We decline to apply the procedural bar to the case before us. In Osborn v. Shillinger, 861 F.2d 612, 622-23 (10th Cir.1988), we held that under similar circumstances a petitioner may raise an ineffective assistance of counsel claim for the first time collaterally. In the case before us, a decision on the ineffective assistance of counsel claim necessarily involves a decision on all issues raised by Mr. Joe.
Mr. Joe's claim of unconstitutional exclusion of Native Americans from juries has been decided by this court. In United States v. Yazzie, 660 F.2d 422, 428 (10th Cir.1981), cert. denied, 455 U.S. 923 (1982), we reviewed the method by which federal juries are empaneled in New Mexico and ruled the procedures were constitutional. It would have been futile for Mr. Joe's counsel to have raised this claim in a direct appeal.
Mr. Joe's claim concerning sentencing dissolves when viewed in light of the facts. Mr. Joe committed the crime on May 10, 1985, and sentence was imposed on September 5, 1986. After Mr. Joe was sentenced, Congress reduced the penalty to a maximum of ten years. This amendment became effective December 10, 1986. Mr. Joe's attorney cannot be faulted for failing to assert he was entitled to be sentenced under a statute that was not in effect when Mr. Joe committed the crime, was tried or was sentenced.
Mr. Joe claims his attorney was ineffective for failing to raise on direct appeal the admissibility of a statement Mr. Joe made to a social worker. Mr. Joe's counsel did move to suppress the statement before the trial court. Following an evidentiary hearing, the trial court declined to suppress the statement. Mr. Joe asserts the statement "was strictly confidential" and was "for family treatment purposes." From Mr. Joe's own statements as set forth in his sworn complaint, his statement was given to a social worker. Mr. Joe alleged he "would not have told the social worker anything if the social worker had made it known to him that his statements would not remain [confidential]." Mr. Joe has not furnished us further information in the record on appeal. No claim of privilege is thus raised. Thus, Mr. Joe has made no showing that competent counsel would have raised this issue on appeal. Based upon these factors, we are not disposed to hold Mr. Joe's trial counsel ineffective for failure to raise this issue on appeal.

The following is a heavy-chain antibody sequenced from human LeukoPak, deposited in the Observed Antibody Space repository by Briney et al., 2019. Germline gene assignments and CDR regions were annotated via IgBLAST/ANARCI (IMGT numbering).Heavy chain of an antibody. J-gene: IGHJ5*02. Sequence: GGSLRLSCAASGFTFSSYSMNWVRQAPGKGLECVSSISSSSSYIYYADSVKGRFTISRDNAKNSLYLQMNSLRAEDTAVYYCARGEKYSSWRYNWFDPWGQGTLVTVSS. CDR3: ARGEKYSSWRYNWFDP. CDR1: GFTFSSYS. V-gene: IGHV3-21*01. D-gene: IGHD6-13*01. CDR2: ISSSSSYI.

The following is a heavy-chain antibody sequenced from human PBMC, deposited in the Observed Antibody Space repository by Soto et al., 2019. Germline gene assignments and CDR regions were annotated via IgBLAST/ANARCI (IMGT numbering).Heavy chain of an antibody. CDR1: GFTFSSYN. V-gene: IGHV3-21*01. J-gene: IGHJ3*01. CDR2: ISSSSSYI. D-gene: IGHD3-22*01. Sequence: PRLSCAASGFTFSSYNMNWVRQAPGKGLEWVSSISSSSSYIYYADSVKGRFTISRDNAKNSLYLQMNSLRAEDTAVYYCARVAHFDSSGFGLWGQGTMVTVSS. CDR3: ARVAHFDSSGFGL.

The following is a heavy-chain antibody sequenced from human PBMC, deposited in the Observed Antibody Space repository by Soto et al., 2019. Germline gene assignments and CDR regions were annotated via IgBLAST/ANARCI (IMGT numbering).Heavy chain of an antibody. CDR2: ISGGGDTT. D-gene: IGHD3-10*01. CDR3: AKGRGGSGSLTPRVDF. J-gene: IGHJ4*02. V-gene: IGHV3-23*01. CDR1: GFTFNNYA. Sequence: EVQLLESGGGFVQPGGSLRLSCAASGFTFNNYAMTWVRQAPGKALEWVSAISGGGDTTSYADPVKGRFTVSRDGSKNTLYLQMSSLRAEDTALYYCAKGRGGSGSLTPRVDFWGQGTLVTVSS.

We analyze an ineffective assistance of counsel claim under Strickland v. Washington, 466 U.S. 668 (1984). This case instructs us to review a lawyer's performance with a presumption that counsel's conduct falls within a wide range of reasonable professional assistance. Id. at 689. Mr. Joe has failed to persuade this court that his counsel was ineffective.
The judgment of the District Court is AFFIRMED.
The mandate shall issue forthwith.
This order and judgment has no precedential value and shall not be cited, or used by any court within the Tenth Circuit, except for purposes of establishing the doctrines of the law of the case, res judicata, or collateral estoppel. 10th Cir.R. 36.3
The act was a violation of 18 U.S.C. § 1153 and § 113(a). The criminal conduct occurred in 1985. In 1986 § 113(a) was amended to exclude rape as a predicate felony whose intent triggered a violation of this section. This section provided that whoever, within the territorial jurisdiction of the United States, is guilty of any assault with intent to commit rape shall be punished by imprisonment for not more than twenty years. The 1986 amendment changed the maximum sentence to ten years